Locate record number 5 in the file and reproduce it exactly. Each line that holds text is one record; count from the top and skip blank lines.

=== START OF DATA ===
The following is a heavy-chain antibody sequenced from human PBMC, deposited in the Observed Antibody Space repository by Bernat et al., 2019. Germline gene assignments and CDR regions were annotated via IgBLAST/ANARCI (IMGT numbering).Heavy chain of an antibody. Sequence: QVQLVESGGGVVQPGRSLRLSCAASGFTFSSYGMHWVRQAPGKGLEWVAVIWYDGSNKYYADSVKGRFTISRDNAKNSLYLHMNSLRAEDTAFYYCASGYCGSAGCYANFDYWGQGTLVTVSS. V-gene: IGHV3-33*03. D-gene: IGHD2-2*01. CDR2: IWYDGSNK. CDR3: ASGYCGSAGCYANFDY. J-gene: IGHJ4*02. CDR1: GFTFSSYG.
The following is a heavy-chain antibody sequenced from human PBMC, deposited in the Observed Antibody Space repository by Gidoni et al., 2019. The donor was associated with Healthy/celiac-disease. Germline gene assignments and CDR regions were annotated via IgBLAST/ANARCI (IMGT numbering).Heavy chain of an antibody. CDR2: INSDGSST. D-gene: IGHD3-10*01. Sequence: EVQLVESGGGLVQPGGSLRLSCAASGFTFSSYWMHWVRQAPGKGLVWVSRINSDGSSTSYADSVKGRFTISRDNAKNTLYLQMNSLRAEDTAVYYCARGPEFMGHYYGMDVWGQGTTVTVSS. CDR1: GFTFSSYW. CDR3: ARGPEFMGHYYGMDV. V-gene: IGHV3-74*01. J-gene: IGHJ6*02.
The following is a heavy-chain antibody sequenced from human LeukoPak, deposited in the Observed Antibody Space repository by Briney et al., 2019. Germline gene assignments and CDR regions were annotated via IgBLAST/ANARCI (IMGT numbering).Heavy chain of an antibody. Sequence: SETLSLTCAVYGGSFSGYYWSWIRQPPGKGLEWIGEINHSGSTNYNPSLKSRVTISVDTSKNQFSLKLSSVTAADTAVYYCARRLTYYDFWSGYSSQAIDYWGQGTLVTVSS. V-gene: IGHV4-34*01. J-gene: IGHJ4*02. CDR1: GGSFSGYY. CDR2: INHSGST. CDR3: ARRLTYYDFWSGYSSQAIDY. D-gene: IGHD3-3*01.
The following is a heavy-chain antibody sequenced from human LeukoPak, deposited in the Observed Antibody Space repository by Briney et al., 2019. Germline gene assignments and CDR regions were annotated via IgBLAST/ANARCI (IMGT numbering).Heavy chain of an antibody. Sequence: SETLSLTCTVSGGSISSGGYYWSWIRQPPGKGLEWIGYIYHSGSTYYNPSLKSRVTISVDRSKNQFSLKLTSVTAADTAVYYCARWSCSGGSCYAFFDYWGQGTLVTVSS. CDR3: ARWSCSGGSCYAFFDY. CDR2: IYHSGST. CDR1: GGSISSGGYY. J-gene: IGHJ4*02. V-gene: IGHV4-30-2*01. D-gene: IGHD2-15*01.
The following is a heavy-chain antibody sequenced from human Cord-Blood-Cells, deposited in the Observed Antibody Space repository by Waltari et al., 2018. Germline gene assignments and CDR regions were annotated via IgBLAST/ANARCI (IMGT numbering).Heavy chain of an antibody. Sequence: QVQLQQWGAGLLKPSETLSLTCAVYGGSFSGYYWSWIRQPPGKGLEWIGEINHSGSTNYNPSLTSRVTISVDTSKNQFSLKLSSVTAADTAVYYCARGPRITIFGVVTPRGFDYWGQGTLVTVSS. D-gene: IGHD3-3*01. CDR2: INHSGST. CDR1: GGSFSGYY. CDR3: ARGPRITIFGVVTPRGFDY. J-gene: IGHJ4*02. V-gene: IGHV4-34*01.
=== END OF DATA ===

The following is a heavy-chain antibody sequenced from human Cord-Blood-Cells, deposited in the Observed Antibody Space repository by Waltari et al., 2018. Germline gene assignments and CDR regions were annotated via IgBLAST/ANARCI (IMGT numbering).Heavy chain of an antibody. Sequence: QVQLQQWGAGLLKPSETLSLTCAVYGGSFSGYYWSWIRQPPGKGLEWIGEINHSGSTNYNPSLTSRVTISVDTSKNQFSLKLSSVTAADTAVYYCARGPRITIFGVVTPRGFDYWGQGTLVTVSS. D-gene: IGHD3-3*01. CDR2: INHSGST. CDR1: GGSFSGYY. CDR3: ARGPRITIFGVVTPRGFDY. J-gene: IGHJ4*02. V-gene: IGHV4-34*01.